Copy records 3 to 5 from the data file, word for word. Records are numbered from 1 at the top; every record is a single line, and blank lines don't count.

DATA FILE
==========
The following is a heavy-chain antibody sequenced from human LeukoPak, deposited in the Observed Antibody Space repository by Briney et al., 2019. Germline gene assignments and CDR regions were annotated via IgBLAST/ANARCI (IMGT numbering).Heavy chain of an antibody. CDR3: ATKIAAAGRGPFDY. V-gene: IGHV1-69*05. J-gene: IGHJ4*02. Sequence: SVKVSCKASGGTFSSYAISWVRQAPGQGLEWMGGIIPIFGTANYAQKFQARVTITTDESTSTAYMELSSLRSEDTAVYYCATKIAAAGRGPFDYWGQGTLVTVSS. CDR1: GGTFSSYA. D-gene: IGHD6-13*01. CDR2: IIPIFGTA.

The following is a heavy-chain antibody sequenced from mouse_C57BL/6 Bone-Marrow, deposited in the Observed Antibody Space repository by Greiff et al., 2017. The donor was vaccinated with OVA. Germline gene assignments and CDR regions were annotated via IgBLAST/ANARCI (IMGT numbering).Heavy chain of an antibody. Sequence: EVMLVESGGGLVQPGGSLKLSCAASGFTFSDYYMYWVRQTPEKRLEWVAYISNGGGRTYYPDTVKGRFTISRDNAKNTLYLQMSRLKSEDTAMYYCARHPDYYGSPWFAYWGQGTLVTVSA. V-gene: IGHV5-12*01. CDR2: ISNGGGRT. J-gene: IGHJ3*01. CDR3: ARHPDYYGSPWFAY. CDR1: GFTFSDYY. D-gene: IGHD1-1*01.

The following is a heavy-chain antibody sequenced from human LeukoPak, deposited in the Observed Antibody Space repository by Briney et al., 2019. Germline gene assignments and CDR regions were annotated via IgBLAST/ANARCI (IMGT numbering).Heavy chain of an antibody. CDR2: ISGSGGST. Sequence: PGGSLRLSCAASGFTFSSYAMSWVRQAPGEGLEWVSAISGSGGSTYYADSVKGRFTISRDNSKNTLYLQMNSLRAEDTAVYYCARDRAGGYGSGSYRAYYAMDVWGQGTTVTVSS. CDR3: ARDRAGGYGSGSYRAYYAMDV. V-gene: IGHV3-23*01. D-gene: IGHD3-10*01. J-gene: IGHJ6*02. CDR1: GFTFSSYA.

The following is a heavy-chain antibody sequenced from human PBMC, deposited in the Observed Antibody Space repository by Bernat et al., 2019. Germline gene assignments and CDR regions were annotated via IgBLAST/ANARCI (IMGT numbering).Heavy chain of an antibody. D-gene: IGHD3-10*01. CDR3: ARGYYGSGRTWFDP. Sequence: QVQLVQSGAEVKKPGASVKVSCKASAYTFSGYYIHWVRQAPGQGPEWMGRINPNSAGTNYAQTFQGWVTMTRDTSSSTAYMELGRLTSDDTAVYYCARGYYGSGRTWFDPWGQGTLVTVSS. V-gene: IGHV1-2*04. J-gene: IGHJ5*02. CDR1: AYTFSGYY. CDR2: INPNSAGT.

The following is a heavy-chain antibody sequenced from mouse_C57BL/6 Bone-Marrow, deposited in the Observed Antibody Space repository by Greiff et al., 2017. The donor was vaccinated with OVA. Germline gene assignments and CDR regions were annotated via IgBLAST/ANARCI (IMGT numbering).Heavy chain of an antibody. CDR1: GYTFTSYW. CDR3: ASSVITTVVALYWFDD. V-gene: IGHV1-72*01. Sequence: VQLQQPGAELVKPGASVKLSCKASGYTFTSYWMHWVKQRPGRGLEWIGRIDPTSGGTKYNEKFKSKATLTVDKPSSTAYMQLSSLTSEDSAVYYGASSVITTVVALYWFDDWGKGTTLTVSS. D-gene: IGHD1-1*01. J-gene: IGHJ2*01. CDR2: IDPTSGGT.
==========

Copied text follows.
The following is a heavy-chain antibody sequenced from human LeukoPak, deposited in the Observed Antibody Space repository by Briney et al., 2019. Germline gene assignments and CDR regions were annotated via IgBLAST/ANARCI (IMGT numbering).Heavy chain of an antibody. CDR2: ISGSGGST. Sequence: PGGSLRLSCAASGFTFSSYAMSWVRQAPGEGLEWVSAISGSGGSTYYADSVKGRFTISRDNSKNTLYLQMNSLRAEDTAVYYCARDRAGGYGSGSYRAYYAMDVWGQGTTVTVSS. CDR3: ARDRAGGYGSGSYRAYYAMDV. V-gene: IGHV3-23*01. D-gene: IGHD3-10*01. J-gene: IGHJ6*02. CDR1: GFTFSSYA.

The following is a heavy-chain antibody sequenced from human PBMC, deposited in the Observed Antibody Space repository by Bernat et al., 2019. Germline gene assignments and CDR regions were annotated via IgBLAST/ANARCI (IMGT numbering).Heavy chain of an antibody. D-gene: IGHD3-10*01. CDR3: ARGYYGSGRTWFDP. Sequence: QVQLVQSGAEVKKPGASVKVSCKASAYTFSGYYIHWVRQAPGQGPEWMGRINPNSAGTNYAQTFQGWVTMTRDTSSSTAYMELGRLTSDDTAVYYCARGYYGSGRTWFDPWGQGTLVTVSS. V-gene: IGHV1-2*04. J-gene: IGHJ5*02. CDR1: AYTFSGYY. CDR2: INPNSAGT.

The following is a heavy-chain antibody sequenced from mouse_C57BL/6 Bone-Marrow, deposited in the Observed Antibody Space repository by Greiff et al., 2017. The donor was vaccinated with OVA. Germline gene assignments and CDR regions were annotated via IgBLAST/ANARCI (IMGT numbering).Heavy chain of an antibody. CDR1: GYTFTSYW. CDR3: ASSVITTVVALYWFDD. V-gene: IGHV1-72*01. Sequence: VQLQQPGAELVKPGASVKLSCKASGYTFTSYWMHWVKQRPGRGLEWIGRIDPTSGGTKYNEKFKSKATLTVDKPSSTAYMQLSSLTSEDSAVYYGASSVITTVVALYWFDDWGKGTTLTVSS. D-gene: IGHD1-1*01. J-gene: IGHJ2*01. CDR2: IDPTSGGT.